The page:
A Power User’s Perspective on genAI

A Power User’s Perspective on genAI

Alex Sleeper

A short few months after the public was gripped by a former Google Engineer’s extraordinary public declaration that Google’s LaMDA demonstrated sentience, OpenAI’s ChatGPT stepped onto the market. This was in November 2022. AI gradually filtered into public discourse, from social media to NPR, until a year later it became the primary location upon which all conversations about work, communication, and creativity took place.

A team of scientists and philosophers at Google rebuked Blake Lemoine’s claims, but their protest was a whisper compared to the volume of Lemoine’s media appearances and Medium posts. Further, their response seemingly failed to matter; everyday people had been primed to accept the fantastical sci-fi plot line that AI understood something about itself, and consequently the world. 

From deep learning models that dominate human Go players to computer vision that can diagnose from medical imaging, when contemplating AI, one is affectionately reminded of Arthur C. Clarke’s third law: “Any sufficiently advanced technology is indistinguishable from magic.”  

It’s unsurprising, then, that corporate boardrooms and graduate classrooms alike are populated by AI mystics. Even the experts are awed by the invisible inner workings of prescient algorithms like it’s a sideshow séance.

Yes, AI is doing incredible things; AI is a harbinger of scientific innovation; but AI is also not a business miracle.

There is no ghost in the machine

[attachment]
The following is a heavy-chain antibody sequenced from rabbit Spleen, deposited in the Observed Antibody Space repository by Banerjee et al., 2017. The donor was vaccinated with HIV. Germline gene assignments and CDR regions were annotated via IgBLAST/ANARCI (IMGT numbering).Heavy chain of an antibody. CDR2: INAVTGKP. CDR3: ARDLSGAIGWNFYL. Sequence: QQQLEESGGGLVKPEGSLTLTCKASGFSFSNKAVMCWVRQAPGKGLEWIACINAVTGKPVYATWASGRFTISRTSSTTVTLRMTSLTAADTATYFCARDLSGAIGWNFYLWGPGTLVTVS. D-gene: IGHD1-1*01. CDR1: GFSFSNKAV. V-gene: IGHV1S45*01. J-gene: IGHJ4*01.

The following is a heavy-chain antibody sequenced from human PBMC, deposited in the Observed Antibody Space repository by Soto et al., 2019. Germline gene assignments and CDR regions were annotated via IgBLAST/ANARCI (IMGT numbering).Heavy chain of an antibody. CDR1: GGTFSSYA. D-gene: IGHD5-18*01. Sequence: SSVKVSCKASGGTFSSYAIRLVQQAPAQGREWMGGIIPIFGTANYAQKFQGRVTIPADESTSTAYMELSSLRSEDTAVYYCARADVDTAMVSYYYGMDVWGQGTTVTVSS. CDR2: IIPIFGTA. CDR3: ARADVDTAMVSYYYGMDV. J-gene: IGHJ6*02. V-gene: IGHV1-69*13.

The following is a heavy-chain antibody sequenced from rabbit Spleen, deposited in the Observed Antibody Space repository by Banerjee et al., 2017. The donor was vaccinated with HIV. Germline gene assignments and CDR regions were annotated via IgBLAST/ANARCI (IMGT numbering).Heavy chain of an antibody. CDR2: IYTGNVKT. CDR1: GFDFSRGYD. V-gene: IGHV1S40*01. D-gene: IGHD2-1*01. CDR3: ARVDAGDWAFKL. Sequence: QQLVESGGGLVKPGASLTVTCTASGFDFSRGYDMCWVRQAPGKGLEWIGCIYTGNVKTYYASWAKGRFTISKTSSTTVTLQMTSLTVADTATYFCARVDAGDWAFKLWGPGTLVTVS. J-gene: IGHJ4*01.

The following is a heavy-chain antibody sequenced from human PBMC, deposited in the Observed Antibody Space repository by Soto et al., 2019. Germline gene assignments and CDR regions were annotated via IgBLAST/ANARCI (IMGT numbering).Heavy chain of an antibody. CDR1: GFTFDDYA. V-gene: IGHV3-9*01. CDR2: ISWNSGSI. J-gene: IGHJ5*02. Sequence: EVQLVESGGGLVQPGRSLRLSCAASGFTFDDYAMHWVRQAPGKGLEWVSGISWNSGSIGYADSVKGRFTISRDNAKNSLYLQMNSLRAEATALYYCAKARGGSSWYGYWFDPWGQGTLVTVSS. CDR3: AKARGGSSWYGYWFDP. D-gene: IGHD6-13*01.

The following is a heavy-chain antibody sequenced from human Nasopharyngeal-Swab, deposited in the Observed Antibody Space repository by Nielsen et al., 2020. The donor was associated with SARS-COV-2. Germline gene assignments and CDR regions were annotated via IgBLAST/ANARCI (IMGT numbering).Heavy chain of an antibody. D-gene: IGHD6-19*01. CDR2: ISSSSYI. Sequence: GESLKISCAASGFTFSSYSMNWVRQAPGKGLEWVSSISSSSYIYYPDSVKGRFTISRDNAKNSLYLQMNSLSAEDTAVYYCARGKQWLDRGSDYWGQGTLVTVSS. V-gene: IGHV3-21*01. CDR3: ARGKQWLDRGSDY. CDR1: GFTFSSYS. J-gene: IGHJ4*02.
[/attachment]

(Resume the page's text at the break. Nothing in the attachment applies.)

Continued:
This AI-generated inflection point is, for me, also a reflection point. I’m reminded of a particular Economist article I read in 2015; at the time, I was a young writer in an entry-level marketing role and my life revolved around the written word. Flipping through the waxy magazine pages, I landed on an article titled, “Rise of the Machines”. I had no practical idea of what AI was, nor could I predict how, nearly 10 years later, it would be a focal point in my professional life.  

Despite the article’s aim to be an antidote to automation anxieties, reading samples of early genAI writing made me fearful: would human writers become obsolete? It was clear to me, even then, that the first commercial applications of AI were going to be creative. 

And this, according to Paul Romer, Professor of Economics at Boston College, is where people are getting AI wrong. “The problem with the way most people are framing AI is they’re thinking about autonomous vehicles where you’re taking the human out of the loop; the technology is the replacement for the human. That is not working that well.” 

Dubito, ergo sum

Even with low-stakes tasks like writing a blog article, AI versions cower to their human counterparts. The reason is obvious: AI doesn’t actually know things. Unlike human consciousness, which can grasp concepts – concrete or abstract – and can demonstrate understanding through language, AI only mimics our understanding by mimicking our language.  

We are now living through the AI boom, and I’m no longer scared it will replace me.